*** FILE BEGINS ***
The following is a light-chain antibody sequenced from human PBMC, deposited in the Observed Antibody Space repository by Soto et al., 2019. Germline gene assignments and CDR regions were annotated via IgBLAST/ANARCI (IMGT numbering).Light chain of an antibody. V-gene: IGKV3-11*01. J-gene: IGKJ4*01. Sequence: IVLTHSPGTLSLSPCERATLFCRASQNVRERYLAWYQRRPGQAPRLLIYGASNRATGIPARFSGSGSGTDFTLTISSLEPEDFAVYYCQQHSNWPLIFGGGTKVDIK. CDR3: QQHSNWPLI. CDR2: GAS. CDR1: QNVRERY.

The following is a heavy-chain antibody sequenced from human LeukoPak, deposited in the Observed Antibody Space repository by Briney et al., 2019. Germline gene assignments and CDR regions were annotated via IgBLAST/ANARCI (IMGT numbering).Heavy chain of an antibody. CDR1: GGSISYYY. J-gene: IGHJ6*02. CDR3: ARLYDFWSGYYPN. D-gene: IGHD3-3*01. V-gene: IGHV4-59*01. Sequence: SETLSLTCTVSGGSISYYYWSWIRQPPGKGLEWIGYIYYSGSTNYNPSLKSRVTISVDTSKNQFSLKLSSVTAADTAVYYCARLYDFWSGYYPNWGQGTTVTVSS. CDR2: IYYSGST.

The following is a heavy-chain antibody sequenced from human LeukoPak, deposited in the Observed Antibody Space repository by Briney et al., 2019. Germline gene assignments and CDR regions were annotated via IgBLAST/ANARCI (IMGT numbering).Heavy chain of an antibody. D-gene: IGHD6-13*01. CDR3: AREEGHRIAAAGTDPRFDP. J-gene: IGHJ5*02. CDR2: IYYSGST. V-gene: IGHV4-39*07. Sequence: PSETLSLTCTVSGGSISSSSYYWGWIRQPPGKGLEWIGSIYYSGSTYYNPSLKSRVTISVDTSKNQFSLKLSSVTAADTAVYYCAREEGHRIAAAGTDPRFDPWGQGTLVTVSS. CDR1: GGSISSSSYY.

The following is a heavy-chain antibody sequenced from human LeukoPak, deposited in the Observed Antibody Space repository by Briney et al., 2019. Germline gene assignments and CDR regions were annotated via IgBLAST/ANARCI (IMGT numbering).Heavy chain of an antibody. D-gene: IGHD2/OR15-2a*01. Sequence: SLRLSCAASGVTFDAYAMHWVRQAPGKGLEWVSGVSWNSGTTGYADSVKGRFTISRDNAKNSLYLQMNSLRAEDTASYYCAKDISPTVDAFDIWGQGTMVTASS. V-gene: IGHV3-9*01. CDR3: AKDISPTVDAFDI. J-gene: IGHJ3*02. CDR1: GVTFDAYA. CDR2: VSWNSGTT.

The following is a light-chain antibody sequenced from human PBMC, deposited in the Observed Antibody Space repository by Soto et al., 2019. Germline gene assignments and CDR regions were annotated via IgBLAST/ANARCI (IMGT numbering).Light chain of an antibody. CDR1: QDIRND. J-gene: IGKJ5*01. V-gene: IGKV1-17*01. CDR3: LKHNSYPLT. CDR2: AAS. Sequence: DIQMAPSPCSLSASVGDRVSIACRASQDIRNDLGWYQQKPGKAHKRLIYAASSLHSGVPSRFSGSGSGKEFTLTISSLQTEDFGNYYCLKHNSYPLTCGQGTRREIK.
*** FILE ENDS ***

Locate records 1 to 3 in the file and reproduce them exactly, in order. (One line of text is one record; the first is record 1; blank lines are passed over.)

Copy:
The following is a light-chain antibody sequenced from human PBMC, deposited in the Observed Antibody Space repository by Soto et al., 2019. Germline gene assignments and CDR regions were annotated via IgBLAST/ANARCI (IMGT numbering).Light chain of an antibody. V-gene: IGKV3-11*01. J-gene: IGKJ4*01. Sequence: IVLTHSPGTLSLSPCERATLFCRASQNVRERYLAWYQRRPGQAPRLLIYGASNRATGIPARFSGSGSGTDFTLTISSLEPEDFAVYYCQQHSNWPLIFGGGTKVDIK. CDR3: QQHSNWPLI. CDR2: GAS. CDR1: QNVRERY.

The following is a heavy-chain antibody sequenced from human LeukoPak, deposited in the Observed Antibody Space repository by Briney et al., 2019. Germline gene assignments and CDR regions were annotated via IgBLAST/ANARCI (IMGT numbering).Heavy chain of an antibody. CDR1: GGSISYYY. J-gene: IGHJ6*02. CDR3: ARLYDFWSGYYPN. D-gene: IGHD3-3*01. V-gene: IGHV4-59*01. Sequence: SETLSLTCTVSGGSISYYYWSWIRQPPGKGLEWIGYIYYSGSTNYNPSLKSRVTISVDTSKNQFSLKLSSVTAADTAVYYCARLYDFWSGYYPNWGQGTTVTVSS. CDR2: IYYSGST.

The following is a heavy-chain antibody sequenced from human LeukoPak, deposited in the Observed Antibody Space repository by Briney et al., 2019. Germline gene assignments and CDR regions were annotated via IgBLAST/ANARCI (IMGT numbering).Heavy chain of an antibody. D-gene: IGHD6-13*01. CDR3: AREEGHRIAAAGTDPRFDP. J-gene: IGHJ5*02. CDR2: IYYSGST. V-gene: IGHV4-39*07. Sequence: PSETLSLTCTVSGGSISSSSYYWGWIRQPPGKGLEWIGSIYYSGSTYYNPSLKSRVTISVDTSKNQFSLKLSSVTAADTAVYYCAREEGHRIAAAGTDPRFDPWGQGTLVTVSS. CDR1: GGSISSSSYY.